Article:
「Venture Deals second edition」
Don’t let a VC talk you out of using your lawyer of choice just because the lawyer ins’t from a nationally known firm or the lawyer rubs the VC the wrong way. This is your lawyer, not your VC’s lawyer.
Mentors are great. There’s no reason not to give someone a small success fee if they truly help you raise money.
We always recommend starting that you are raising a specific number, and then, when you have more investor demand than you can handle, you can always raise more.
The problem you are solving, the size of the opportunity, the strength of the tam, the level of competition or competitive advantage that you have, your plan of attack, and current status. Summary financials, use of proceeds and milestones are also important. Most good investor presentations can be done in 10 slides or fewer.
If a VC passes on a deal with you, whether graciously or by not returning your emails and your calls, do your best to politely insist on feedback as to why. This is one of the most important lessons an entrepreneur can learn and is especially useful during the fund-raising cycle. Don’t worry that someone is telling you that your baby is ugly. Ask for the feedback, demand it, get it, absorb it, and learn from it.
Typically be five board members: 1. Founder 2. CEO 3. VC 4 A second VC 5. An outside board member.
The single biggest mistake people make during negotiation is a lack of preparation.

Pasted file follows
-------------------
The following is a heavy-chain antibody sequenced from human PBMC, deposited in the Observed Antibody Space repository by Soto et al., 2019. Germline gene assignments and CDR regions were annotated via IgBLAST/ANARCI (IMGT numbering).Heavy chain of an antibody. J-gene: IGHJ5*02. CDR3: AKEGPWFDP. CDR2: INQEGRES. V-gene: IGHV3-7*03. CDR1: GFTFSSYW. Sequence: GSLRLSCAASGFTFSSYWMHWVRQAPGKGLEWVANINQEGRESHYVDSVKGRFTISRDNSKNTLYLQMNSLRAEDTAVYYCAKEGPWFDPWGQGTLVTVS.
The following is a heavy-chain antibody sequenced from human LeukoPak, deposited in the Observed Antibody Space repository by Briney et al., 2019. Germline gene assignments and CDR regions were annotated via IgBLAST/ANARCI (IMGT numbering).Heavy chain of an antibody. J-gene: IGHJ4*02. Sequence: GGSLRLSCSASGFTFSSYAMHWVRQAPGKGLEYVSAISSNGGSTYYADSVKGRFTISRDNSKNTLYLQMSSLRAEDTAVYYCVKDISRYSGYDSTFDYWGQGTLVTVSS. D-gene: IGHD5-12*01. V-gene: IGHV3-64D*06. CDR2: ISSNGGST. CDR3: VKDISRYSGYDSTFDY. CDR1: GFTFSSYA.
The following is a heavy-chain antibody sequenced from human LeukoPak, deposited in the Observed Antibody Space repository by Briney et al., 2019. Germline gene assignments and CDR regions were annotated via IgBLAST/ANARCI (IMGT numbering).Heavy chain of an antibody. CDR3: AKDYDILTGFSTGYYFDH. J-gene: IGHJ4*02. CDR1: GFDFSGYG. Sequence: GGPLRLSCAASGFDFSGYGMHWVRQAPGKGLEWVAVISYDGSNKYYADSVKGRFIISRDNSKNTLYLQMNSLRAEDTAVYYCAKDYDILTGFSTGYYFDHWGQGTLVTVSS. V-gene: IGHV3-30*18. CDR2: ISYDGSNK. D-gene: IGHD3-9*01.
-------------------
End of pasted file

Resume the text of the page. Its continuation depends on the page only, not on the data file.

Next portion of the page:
Spend some time beforehand getting to know whom you are dealing with. Some people are so easy to find that you can Google us and know just about everything we think. If you get to know the other side ahead of time, you might also be able to play to their strengths, weaknesses, biases, curiosities, and insecurities. The saying “knowledge is power” applies here.
if you find that your potential investor is a jerk to you in negotiating your deal, you may want to think twice about this person becoming a board member and member of your inner circle.
having solid plan B (and a Plan C, and a Plan D…) is one of your most effective weapons during the negotiation process.
There’s one exception to it not being suitable to ask for a referral. IF you have a relationship with the VC, ask why the answer is no. If the response to that question is something about the VC firm rather than your company, then you may ask for a referral to another firm that might be a better fit. However, be respectful here - if the VC doesn’t want to make a referral, don’t push it.